Homes constructed prior to the use of city sewers often relied on cesspools, which were single-chamber dry pits intended to hold septage until it simply leached out into the surrounding ground through porous soil. After cities installed public sewer systems, these cesspools were sometimes left intact and connected to the sewer line. That can be a problem because without the multi-chamber design of a septic system, cesspools inevitably fill up eventually and fail. You won’t know whether you have one or not unless your sewer line is inspected.
The actual materials used to construct older sewer systems can also cause problems. Many homes built from the 1860s to the 1970s have sewer laterals made of pitch fiber or tar paper, called ‘black pipe’ or Orangeburg pipes. These disintegrate and collapse over time, and have been taken off the list of acceptable construction materials by most building codes. If a home has fiber piping, the lateral line definitely needs to be replaced.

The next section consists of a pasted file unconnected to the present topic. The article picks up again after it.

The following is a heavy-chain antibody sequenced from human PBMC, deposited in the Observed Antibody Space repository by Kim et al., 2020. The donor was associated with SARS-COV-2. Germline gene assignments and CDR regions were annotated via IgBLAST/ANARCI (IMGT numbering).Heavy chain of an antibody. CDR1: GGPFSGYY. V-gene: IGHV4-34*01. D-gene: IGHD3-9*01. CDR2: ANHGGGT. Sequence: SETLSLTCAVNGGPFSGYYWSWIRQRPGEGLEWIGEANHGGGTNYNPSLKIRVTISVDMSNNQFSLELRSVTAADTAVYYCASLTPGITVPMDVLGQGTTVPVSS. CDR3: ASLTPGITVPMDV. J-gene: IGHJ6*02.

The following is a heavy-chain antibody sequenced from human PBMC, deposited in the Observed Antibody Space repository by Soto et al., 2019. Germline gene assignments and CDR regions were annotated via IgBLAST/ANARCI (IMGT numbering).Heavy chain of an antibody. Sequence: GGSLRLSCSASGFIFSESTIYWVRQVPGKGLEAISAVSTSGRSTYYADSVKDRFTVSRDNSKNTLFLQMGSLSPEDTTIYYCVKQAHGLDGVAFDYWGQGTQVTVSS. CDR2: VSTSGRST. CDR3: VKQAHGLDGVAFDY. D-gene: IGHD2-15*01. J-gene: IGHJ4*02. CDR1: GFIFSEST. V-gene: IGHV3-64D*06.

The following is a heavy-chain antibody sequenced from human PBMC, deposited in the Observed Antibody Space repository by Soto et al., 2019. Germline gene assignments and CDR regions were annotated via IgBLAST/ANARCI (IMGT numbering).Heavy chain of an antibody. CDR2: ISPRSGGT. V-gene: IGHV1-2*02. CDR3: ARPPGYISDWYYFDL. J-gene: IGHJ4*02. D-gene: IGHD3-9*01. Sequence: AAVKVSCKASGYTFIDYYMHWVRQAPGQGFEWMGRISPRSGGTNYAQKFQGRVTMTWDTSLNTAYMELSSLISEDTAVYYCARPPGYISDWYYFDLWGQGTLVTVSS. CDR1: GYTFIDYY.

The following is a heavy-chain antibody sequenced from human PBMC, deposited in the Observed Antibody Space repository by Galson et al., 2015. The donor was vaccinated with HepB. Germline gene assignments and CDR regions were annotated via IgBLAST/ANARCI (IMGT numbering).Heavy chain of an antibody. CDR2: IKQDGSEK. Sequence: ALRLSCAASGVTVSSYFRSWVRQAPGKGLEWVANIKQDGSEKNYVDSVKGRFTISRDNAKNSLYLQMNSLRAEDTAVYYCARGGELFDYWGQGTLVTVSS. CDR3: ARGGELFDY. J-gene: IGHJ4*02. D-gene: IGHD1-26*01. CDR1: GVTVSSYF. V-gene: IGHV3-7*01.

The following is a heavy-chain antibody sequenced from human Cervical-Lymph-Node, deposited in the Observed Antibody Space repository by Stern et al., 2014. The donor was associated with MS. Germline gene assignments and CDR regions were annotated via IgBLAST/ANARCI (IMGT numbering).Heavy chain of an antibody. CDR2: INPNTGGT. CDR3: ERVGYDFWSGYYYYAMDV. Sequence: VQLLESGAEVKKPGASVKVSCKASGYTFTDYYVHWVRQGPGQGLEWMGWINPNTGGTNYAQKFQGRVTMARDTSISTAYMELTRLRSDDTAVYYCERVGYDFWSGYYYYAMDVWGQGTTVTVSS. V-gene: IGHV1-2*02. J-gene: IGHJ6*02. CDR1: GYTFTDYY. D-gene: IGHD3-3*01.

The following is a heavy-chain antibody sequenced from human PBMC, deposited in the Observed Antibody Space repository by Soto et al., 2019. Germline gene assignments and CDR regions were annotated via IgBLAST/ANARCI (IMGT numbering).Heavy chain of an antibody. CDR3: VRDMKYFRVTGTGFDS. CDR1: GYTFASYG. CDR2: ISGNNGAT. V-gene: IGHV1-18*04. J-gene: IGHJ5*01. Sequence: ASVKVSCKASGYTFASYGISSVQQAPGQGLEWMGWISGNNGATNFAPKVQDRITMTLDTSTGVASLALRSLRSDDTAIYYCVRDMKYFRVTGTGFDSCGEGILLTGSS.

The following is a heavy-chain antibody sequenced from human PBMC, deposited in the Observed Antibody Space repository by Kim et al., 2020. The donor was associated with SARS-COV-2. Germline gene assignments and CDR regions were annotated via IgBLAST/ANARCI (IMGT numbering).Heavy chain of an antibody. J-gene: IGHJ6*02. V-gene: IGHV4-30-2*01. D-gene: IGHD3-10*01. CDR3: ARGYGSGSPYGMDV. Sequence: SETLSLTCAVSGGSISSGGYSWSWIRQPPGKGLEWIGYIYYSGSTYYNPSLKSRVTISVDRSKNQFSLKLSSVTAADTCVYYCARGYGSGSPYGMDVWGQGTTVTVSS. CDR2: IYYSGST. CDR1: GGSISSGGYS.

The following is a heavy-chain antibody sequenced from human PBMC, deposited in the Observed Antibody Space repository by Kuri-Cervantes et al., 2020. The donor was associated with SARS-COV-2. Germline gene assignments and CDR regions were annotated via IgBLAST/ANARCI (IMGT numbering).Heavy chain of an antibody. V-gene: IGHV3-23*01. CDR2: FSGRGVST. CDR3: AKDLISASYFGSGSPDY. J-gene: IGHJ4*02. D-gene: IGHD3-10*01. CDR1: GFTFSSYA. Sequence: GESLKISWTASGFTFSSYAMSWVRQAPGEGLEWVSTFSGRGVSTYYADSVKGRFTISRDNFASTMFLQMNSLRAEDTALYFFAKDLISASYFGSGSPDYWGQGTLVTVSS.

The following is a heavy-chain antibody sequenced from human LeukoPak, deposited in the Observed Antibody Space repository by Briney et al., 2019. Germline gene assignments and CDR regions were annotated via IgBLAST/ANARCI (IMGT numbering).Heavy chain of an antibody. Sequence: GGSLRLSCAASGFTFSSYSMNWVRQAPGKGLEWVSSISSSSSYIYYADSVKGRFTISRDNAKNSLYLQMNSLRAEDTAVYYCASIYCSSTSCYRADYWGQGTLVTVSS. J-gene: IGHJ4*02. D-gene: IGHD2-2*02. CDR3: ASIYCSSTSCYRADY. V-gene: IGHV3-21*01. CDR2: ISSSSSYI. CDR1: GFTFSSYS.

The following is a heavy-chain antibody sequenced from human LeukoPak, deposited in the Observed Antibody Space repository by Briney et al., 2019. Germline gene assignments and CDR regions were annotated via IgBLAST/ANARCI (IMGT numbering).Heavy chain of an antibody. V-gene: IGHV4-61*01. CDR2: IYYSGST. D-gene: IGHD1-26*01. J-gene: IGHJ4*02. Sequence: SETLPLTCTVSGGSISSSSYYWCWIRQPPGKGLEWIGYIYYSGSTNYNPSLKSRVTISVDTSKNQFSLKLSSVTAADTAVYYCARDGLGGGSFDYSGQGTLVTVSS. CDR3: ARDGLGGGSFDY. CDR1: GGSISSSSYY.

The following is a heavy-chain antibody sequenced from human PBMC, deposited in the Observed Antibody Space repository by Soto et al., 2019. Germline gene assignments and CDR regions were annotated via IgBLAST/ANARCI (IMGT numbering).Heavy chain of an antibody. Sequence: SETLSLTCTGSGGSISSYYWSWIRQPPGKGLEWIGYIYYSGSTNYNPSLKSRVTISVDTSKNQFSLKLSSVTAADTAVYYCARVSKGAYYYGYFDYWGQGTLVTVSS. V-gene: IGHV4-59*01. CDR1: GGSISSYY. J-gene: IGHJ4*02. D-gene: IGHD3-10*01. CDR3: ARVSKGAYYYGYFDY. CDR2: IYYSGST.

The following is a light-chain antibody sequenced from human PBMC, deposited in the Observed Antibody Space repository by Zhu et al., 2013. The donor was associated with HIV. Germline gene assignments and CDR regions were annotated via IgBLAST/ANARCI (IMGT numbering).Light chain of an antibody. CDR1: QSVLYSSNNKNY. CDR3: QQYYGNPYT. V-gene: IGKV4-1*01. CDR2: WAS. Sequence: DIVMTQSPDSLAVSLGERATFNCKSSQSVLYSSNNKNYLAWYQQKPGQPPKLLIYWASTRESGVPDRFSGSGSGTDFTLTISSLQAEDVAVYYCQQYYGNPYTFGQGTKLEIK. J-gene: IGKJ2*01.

These problems are all magnified when the building involved is a multi-unit building, such as an older, larger home that has been subdivided into apartments or condominiums. Even newer condos and apartments still require occasional sewer and drain line inspection to keep tree roots and other intrusions out, including unintentional piercing by other utility installations.